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Friday, Feb. 23, 2024
The Observer

Graduate student launches podcast, opens dialogue about social justice

Back in May, graduate student Emorja Roberson penned “Stop Killin’ Me,” a song inspired by the protests that began after the killing of George Floyd. Now, the singer, composer and program director for Voices of Faith, is again using his creativity to elevate social justice issues at Notre Dame — this time, through a podcast.

“I thought, ‘why not create something where it’s not just about me — I’ll host it, but I need people who are going to come on the show to not only tell us the truth about the situation, but also educate people who don’t know,’” Roberson said.

Thus, Black @ ND was born.

The show, which airs every Thursday at 7:45 p.m. on YouTube and can also be found on Instagram, is a conversation that, as the name suggests, touches upon “the experiences, the successes, the challenges of being a Black Domer,” Roberson said.

However, the podcast not only focuses on the present, but also revisits the past by showcasing the experiences of alumni from several decades.

“A lot of the things that they saw then are still things that we see now,” Roberson said. “We still deal with being the marginalized community, with still crying out, but yet no one’s listening. Except now people want to listen.”

Roberson said attending a Black Lives Matter (BLM) protest in South Bend and becoming a member of the city’s chapter catapulted his inspiration to create Black @ ND. The statements made by different businesses and organizations — off and on campus — in support of Black lives made him seek consistency in actions and the opening of dialogues to address the situation.

“I’m going to make sure that you will hear our stories every day as much as you can,” Roberson said. “All those stories that you hear, that’s going to be your moment to learn. We have said these things for so long, but I want to make sure we’re represented 12 months out of the year and every day of the week.”

The podcast’s objective, Roberson explained, is to make people feel uncomfortable and to have the courage to discuss topics that are too often “swept under the rug.”

“My main goal is for Notre Dame to not be afraid to dive into territory that is sticky because I do believe that just because a topic is difficult, it doesn’t mean that it’s not worthwhile to talk about,” Roberson said. “You have to find ways in which that conversation can be effective.”

Senior Lynnette Wukie, the show’s co-host and first female Leprechaun mascot, echoed Roberson’s aspirations.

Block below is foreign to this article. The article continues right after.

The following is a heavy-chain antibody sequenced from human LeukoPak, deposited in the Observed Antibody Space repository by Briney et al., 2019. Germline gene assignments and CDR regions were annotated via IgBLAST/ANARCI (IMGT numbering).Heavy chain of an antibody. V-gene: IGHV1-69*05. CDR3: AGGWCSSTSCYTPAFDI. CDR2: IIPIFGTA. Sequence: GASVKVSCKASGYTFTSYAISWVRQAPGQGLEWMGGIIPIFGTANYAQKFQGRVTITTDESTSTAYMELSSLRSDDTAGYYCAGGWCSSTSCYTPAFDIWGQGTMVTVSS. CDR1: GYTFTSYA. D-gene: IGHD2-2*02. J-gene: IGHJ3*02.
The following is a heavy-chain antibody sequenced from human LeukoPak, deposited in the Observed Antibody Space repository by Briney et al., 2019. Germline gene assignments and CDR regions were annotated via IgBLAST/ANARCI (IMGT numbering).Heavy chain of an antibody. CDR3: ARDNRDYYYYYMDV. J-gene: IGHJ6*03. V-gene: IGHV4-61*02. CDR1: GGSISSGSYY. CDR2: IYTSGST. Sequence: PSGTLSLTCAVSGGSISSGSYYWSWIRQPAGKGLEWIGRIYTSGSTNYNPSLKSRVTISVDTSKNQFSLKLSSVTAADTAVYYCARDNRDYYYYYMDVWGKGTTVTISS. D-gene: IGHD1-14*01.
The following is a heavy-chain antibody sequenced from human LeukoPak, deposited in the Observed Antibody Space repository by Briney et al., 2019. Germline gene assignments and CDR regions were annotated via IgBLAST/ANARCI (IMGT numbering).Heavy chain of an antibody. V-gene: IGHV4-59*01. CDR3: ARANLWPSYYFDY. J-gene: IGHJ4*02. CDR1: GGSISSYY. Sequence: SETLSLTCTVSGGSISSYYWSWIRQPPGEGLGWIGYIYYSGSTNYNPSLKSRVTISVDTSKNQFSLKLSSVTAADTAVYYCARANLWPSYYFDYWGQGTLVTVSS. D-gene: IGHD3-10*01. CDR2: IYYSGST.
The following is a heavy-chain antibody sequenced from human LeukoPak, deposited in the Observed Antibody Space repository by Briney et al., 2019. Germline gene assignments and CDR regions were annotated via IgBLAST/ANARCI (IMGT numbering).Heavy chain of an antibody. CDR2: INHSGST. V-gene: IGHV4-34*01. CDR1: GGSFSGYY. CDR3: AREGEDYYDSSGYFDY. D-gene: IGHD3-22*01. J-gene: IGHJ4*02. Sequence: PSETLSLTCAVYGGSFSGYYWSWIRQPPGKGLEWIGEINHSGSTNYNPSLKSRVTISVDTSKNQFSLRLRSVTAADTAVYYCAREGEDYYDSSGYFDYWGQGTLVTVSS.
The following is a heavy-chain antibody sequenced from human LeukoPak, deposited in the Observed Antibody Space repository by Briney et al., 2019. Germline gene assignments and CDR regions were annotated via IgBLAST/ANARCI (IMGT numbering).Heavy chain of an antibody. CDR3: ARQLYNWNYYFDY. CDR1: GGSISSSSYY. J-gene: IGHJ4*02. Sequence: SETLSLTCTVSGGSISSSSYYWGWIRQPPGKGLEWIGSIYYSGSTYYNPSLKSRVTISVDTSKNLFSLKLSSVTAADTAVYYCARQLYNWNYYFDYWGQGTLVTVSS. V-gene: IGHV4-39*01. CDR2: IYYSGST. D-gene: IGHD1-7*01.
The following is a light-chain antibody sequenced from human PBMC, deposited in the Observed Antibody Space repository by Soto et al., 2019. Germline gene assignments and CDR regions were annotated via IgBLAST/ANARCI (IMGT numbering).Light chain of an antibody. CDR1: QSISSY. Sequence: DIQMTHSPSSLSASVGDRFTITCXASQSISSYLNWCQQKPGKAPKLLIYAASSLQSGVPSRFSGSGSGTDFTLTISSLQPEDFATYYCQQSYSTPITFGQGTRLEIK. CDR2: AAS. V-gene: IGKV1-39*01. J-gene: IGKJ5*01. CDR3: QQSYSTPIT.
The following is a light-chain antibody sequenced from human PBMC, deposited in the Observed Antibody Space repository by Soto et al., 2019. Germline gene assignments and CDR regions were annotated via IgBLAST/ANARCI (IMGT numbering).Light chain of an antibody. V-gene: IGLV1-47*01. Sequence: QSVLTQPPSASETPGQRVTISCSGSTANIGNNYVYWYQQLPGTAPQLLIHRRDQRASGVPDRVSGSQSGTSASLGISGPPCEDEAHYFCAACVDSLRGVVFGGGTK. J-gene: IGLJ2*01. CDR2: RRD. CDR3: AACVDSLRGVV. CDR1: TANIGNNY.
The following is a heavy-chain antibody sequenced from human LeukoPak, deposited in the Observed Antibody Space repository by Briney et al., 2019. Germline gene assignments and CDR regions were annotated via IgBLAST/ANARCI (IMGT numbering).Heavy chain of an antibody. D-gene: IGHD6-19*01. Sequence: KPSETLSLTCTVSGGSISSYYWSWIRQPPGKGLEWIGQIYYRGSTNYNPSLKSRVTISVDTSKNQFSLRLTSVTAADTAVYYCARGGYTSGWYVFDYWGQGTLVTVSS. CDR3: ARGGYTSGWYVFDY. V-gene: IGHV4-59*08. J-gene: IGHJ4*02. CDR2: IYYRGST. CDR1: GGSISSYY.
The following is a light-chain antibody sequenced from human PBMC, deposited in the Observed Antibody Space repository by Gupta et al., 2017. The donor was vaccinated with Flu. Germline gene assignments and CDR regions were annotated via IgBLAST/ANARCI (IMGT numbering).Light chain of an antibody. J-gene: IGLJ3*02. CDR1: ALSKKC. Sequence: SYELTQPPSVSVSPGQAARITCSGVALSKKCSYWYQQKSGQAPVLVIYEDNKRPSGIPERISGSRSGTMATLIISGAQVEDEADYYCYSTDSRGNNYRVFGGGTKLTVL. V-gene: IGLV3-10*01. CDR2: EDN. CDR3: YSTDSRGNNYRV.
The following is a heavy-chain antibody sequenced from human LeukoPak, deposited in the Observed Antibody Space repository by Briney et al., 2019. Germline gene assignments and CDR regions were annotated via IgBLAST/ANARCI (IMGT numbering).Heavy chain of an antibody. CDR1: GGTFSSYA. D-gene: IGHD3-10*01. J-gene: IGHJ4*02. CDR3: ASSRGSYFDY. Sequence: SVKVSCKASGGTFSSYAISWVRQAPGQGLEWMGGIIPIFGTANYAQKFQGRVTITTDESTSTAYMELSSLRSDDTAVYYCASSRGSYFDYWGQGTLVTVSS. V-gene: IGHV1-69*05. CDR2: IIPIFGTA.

“It’s real people talking about the issues that sometimes are avoided because they’re uncomfortable or there might not be an easy solution,” Wukie said. “I’m most excited about asking people in positions of power who’ve had real experiences as people of color on Notre Dame’s campus to speak freely and honestly so that we as a community can get to a place of equity."

Another one of Black @ ND’s goals is to facilitate a learning process for people who might not be acquainted with the Black community, Roberson said.

“A lot of white people grew up with habits that they saw their parents perform and that they just picked up,” Roberson said. “So not everybody knows that what they do can also be detrimental, it can be hurtful, it can be offensive, and people just do it out of habit.”

Roberson not only aspires to accomplish these goals at Notre Dame, but also in South Bend. He said he hopes to bridge the gap between the oftentimes closed-off University and the city where it is located.

“Outside of the ND community there’s this air about Notre Dame because it’s Notre Dame, Indiana,” Roberson said. “It’s not South Bend. So I’m trying to build relationships with people who are outside of the Notre Dame circle.”

He said Black @ ND would feature topics beyond residential life and the Notre Dame experience, such as gentrification and redlining in South Bend, Black people in the arts, BLM and the Black agenda for 2021.

As a musician and member of BLM South Bend chapter’s arts branch, Roberson said he would like to incorporate music into Black @ ND. His voice is featured on the podcast’s opening song, but he is planning to organize a talent show in the future.

By merging the arts with an open dialogue, Roberson yearns to come together as a community to further social justice and try to find solutions — even if “we’re not going to have the answers right away,” he said.

“The end goal is for us to be at the table when these discussions are being [had], or when these decisions are being made — not just being the ones getting the leftovers … For those who don’t know about the Black community, I want them to more so listen rather than jump into a quick solution,” Roberson said. “For Black people, I want us to embrace our differences. A lot of times we try to be somebody else that we’re not just to fit in.”